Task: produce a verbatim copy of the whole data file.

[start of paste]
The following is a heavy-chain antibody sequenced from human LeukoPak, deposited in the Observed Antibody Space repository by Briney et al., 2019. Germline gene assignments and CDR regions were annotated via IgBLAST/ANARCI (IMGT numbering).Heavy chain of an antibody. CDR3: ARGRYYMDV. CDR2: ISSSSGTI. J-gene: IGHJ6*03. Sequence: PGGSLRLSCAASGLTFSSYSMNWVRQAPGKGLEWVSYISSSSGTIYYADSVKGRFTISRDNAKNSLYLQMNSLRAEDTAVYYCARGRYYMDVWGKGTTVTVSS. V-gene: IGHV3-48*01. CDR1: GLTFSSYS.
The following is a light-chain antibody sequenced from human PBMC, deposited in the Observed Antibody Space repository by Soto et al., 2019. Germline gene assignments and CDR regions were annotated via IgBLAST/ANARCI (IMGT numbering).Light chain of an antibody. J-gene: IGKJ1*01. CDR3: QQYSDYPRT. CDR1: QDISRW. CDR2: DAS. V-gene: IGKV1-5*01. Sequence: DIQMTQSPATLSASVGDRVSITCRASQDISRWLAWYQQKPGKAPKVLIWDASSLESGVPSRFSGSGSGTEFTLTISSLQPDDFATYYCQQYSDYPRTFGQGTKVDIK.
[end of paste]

The following is a heavy-chain antibody sequenced from human LeukoPak, deposited in the Observed Antibody Space repository by Briney et al., 2019. Germline gene assignments and CDR regions were annotated via IgBLAST/ANARCI (IMGT numbering).Heavy chain of an antibody. CDR3: ARGRYYMDV. CDR2: ISSSSGTI. J-gene: IGHJ6*03. Sequence: PGGSLRLSCAASGLTFSSYSMNWVRQAPGKGLEWVSYISSSSGTIYYADSVKGRFTISRDNAKNSLYLQMNSLRAEDTAVYYCARGRYYMDVWGKGTTVTVSS. V-gene: IGHV3-48*01. CDR1: GLTFSSYS.
The following is a light-chain antibody sequenced from human PBMC, deposited in the Observed Antibody Space repository by Soto et al., 2019. Germline gene assignments and CDR regions were annotated via IgBLAST/ANARCI (IMGT numbering).Light chain of an antibody. J-gene: IGKJ1*01. CDR3: QQYSDYPRT. CDR1: QDISRW. CDR2: DAS. V-gene: IGKV1-5*01. Sequence: DIQMTQSPATLSASVGDRVSITCRASQDISRWLAWYQQKPGKAPKVLIWDASSLESGVPSRFSGSGSGTEFTLTISSLQPDDFATYYCQQYSDYPRTFGQGTKVDIK.